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Catholic groups spar with Paul Ryan over budget

April 24, 2012: 3:28 PM ET

Rep. Paul Ryan is scheduled to deliver a speech at Georgetown University later this week, but he is unlikely to receive a standing ovation from some members of the faculty.

Almost 90 faculty members at the prestigious Jesuit school have signed a letter to Ryan that claims the Republican budget guru is misinterpreting Church doctrine as it relates to the role of government in public life.

"We would be remiss in our duty to you and our students if we did not challenge your continuing misuse of Catholic teaching to defend a budget plan that decimates food programs for struggling families, radically weakens protections for the elderly and sick, and gives more tax breaks to the wealthiest few," the letter says.

The Ryan budget, which has passed the House but stands no chance in the Senate, calls for massive spending cuts over the next decade when compared to the president's plan. The non-security discretionary part of the budget, which contains many social welfare programs, would be hard hit.

Ryan said earlier this month that his Catholic faith shaped his budget proposal, and specifically cited the principle of "subsidiarity" -- which he described as "federalism" or the idea that the "government closest to the people governs best."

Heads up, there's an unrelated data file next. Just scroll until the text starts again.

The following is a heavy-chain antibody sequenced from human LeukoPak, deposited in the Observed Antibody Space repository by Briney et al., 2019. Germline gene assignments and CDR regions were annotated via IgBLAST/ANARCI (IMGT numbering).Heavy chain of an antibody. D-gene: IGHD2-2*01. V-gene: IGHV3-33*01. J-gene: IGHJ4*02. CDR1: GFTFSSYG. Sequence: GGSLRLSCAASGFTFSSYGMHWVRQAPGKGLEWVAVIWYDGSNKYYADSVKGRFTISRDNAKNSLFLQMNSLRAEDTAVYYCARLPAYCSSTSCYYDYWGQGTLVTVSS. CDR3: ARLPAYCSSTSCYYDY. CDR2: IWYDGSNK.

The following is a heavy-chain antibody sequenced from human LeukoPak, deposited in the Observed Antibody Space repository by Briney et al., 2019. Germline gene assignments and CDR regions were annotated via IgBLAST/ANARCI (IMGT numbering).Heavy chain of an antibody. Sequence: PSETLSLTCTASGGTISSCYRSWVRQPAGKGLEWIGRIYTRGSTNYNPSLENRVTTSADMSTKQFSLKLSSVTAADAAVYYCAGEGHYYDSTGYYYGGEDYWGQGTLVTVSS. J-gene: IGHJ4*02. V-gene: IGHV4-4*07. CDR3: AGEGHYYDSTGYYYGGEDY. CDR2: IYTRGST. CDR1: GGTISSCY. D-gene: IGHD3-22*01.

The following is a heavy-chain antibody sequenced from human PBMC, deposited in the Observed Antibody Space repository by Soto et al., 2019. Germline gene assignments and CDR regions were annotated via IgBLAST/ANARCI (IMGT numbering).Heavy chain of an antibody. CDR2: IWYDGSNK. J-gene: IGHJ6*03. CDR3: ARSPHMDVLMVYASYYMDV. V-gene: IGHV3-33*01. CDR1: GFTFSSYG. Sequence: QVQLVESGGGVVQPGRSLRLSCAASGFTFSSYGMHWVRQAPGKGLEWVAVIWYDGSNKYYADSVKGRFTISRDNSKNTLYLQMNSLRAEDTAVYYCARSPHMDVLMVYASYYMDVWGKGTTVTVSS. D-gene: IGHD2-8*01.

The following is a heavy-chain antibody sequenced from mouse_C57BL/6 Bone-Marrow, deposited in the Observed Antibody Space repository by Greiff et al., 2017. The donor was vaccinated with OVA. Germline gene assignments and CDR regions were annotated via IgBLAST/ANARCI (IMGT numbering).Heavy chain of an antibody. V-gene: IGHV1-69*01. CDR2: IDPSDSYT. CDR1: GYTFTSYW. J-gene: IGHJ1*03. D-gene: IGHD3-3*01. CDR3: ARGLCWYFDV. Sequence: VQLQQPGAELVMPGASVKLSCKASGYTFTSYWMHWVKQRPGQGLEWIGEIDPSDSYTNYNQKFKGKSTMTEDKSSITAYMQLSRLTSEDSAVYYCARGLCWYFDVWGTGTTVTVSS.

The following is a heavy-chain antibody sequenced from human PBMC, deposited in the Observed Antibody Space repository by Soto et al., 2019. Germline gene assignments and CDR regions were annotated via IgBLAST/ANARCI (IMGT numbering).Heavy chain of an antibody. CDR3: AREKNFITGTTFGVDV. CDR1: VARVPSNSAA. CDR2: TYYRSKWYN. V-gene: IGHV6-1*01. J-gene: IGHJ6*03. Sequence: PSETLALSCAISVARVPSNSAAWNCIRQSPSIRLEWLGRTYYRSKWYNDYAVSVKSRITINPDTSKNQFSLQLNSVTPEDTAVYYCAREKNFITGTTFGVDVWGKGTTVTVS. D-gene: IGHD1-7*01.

The faculty members say Ryan got that one wrong.

"Subsidiarity is not a free pass to dismantle government programs and abandon the poor to their own device," the letters says. "It calls for solutions to be enacted as close to the level of local communities as possible. But it also demands that higher levels of government provide help -- 'subsidium'-- when communities and local governments face problems beyond their means to address such as economic crises, high unemployment, endemic poverty and hunger."

The letter from Georgetown faculty members follows a series of letters sent to Congress by the U.S. Conference of Catholic Bishops, one of which said that "just solutions" to the nation's current budget problems "must require shared sacrifice by all, including raising adequate revenues, eliminating unnecessary military and other spending, and fairly addressing the long-term costs of health insurance and retirement programs."

The Ryan budget, they said, "fails to meet these moral criteria."

Ryan brushed those criticisms aside, arguing that increased spending has not improved the fortunes of the poor, and that his budget addresses the root causes of poverty.

In an emailed statement, a spokesman for Ryan said Tuesday that the congressman is looking forward to his visit to Georgetown.

"Chairman Ryan remains grateful for Georgetown's invitation to advance a thoughtful dialogue this week on his efforts to avert a looming debt crisis that would hurt the poor the first and the worst. Ryan looks forward to affirming our shared commitment to a preferential option for the poor, which of course does not mean a preferential option for bigger government," the spokesman said.

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Charles Riley
Charles Riley
Reporter, CNNMoney

Charles Riley lives and works in Hong Kong, where he covers markets, economics and other high-impact stories across Asia. He previously worked for CNNMoney in New York and CNN in Washington. He tweets @CRrileyCNN

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